If the court finds that an unreasonable search has occurred, any evidence seized as a result cannot be used against you during a criminal prosecution. This is known as the exclusionary rule, and is necessary in order to deter police from conducting unlawful or wrongful searches—if the police know any improperly obtained evidence will be excluded, they are less likely to engage in an unlawful search.
Law Would Have Allowed Police in Mississippi to Enter a Home Without a Warrant
In March 2015, House Bill 1261 was introduced, which would have allowed police officers to enter any home, regardless of whether they had a warrant, if there was a pit bull dog on the property. Although the bill was ostensibly introduced to create civil and criminal penalties for failure to keep dangerous dogs under restraint and/or confined, in fact it would have also removed the protections people have regarding unreasonable search and seizure. Due to the overwhelmingly negative response to House Bill 1261, it died before reaching a vote.
Mississippi Case Regarding Unlawful or Wrongful Search and Seizure
One case of unlawful or wrongful search and seizure was decided by the Court of Appeals of Mississippi v Corwin T. Hill in 2003. Corwin T. Hill appealed his conviction by a Desoto County Circuit Court jury for possession and sale of a controlled substance, claiming the evidence seized was the product of an unlawful search and seizure. The basic facts of the case were that Agent Charles Terry approached Hill’s vehicle and asked Hill to exit so he could pat him down for weapons. As Terry checked Hill’s person, Hill lunged back into the vehicle, reaching under the driver’s seat.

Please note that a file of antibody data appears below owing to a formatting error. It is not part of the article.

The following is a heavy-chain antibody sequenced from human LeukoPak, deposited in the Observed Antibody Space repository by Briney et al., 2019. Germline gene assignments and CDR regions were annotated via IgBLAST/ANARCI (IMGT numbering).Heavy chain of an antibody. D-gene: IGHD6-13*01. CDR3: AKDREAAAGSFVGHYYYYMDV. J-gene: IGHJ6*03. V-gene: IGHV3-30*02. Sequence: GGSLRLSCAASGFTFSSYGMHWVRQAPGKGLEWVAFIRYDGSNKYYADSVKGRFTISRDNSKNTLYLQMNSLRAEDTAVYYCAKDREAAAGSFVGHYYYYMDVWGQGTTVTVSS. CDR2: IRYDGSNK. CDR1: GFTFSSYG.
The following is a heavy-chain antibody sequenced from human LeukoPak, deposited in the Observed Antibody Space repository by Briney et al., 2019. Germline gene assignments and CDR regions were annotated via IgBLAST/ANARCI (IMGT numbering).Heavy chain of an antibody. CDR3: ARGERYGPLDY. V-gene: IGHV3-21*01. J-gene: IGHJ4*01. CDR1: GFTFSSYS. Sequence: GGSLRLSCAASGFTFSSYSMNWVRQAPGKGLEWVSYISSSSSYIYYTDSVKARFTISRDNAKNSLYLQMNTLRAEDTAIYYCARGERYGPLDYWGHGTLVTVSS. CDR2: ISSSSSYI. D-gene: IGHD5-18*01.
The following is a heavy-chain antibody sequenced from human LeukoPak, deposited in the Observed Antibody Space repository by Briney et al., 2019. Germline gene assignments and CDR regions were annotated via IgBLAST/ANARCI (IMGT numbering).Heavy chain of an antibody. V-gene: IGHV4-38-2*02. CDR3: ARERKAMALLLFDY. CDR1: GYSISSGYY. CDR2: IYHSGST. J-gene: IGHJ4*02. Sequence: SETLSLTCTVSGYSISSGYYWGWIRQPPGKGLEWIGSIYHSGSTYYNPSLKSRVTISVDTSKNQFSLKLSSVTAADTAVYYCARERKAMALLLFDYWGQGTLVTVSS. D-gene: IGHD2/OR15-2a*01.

Agent Terry claimed he thought Hill was reaching for a weapon, so he handcuffed Hill, then searched the car for weapons. He found no weapons, but he did find cocaine. Hill was later convicted of possession of cocaine, based on the evidence taken from the search of Hill’s car. The Court of Appeals ruled against Hill, essentially saying the agent did not conduct a wrongful or unlawful search and seizure due to the fact that the agent had reasonable cause to believe there might have been a gun in the vehicle, based on Hill’s actions. In other words, if Hill had not acted so suspiciously, the agent would not have had reasonable cause to search the car, and the drugs would not have been found.
Where to Turn if You are the Victim of Wrongful or Unlawful Search and Seizure
Another problematic issue related to wrongful or unlawful search and seizures in the state of Mississippi, is asset forfeiture which is basically when a police department seizes your property (cash, automobiles, or other property) to keep, or sell for the gain of their department. This is accomplished by a police officer claiming the property was involved in a crime, therefore the department can take ownership of the property.
If you are the victim of a wrongful or unlawful search and seizure in Desoto County, Southaven, Olive Branch or Horn Lake, contact Stroud, Flechas & Dalton. Our experienced attorneys will ensure your rights are protected and that you have an advocate in your corner who will not back away from taking on a local police department or sheriff’s department when they have failed to follow proper procedure and violated your rights. Call Stroud, Flechas & Dalton today at (662) 536-5656, for the assistance you need and are entitled to.